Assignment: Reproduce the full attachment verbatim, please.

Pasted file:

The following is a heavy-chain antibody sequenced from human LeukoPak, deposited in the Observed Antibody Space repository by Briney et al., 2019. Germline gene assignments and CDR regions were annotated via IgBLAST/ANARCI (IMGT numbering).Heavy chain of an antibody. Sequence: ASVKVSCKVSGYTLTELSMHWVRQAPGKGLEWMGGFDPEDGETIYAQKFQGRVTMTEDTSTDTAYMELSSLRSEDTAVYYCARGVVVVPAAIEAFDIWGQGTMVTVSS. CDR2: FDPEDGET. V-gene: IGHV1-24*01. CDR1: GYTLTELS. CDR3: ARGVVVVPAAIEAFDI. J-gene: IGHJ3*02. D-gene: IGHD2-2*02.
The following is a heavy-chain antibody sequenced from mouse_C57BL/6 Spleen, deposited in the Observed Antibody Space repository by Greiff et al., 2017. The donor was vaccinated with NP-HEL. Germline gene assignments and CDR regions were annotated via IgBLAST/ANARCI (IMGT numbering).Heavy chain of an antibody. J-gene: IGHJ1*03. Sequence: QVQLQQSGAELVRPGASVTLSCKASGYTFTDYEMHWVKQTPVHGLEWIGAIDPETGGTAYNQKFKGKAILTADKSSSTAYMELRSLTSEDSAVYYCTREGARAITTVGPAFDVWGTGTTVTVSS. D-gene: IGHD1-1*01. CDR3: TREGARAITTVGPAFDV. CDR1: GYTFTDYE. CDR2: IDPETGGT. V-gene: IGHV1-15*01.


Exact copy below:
The following is a heavy-chain antibody sequenced from human LeukoPak, deposited in the Observed Antibody Space repository by Briney et al., 2019. Germline gene assignments and CDR regions were annotated via IgBLAST/ANARCI (IMGT numbering).Heavy chain of an antibody. Sequence: ASVKVSCKVSGYTLTELSMHWVRQAPGKGLEWMGGFDPEDGETIYAQKFQGRVTMTEDTSTDTAYMELSSLRSEDTAVYYCARGVVVVPAAIEAFDIWGQGTMVTVSS. CDR2: FDPEDGET. V-gene: IGHV1-24*01. CDR1: GYTLTELS. CDR3: ARGVVVVPAAIEAFDI. J-gene: IGHJ3*02. D-gene: IGHD2-2*02.
The following is a heavy-chain antibody sequenced from mouse_C57BL/6 Spleen, deposited in the Observed Antibody Space repository by Greiff et al., 2017. The donor was vaccinated with NP-HEL. Germline gene assignments and CDR regions were annotated via IgBLAST/ANARCI (IMGT numbering).Heavy chain of an antibody. J-gene: IGHJ1*03. Sequence: QVQLQQSGAELVRPGASVTLSCKASGYTFTDYEMHWVKQTPVHGLEWIGAIDPETGGTAYNQKFKGKAILTADKSSSTAYMELRSLTSEDSAVYYCTREGARAITTVGPAFDVWGTGTTVTVSS. D-gene: IGHD1-1*01. CDR3: TREGARAITTVGPAFDV. CDR1: GYTFTDYE. CDR2: IDPETGGT. V-gene: IGHV1-15*01.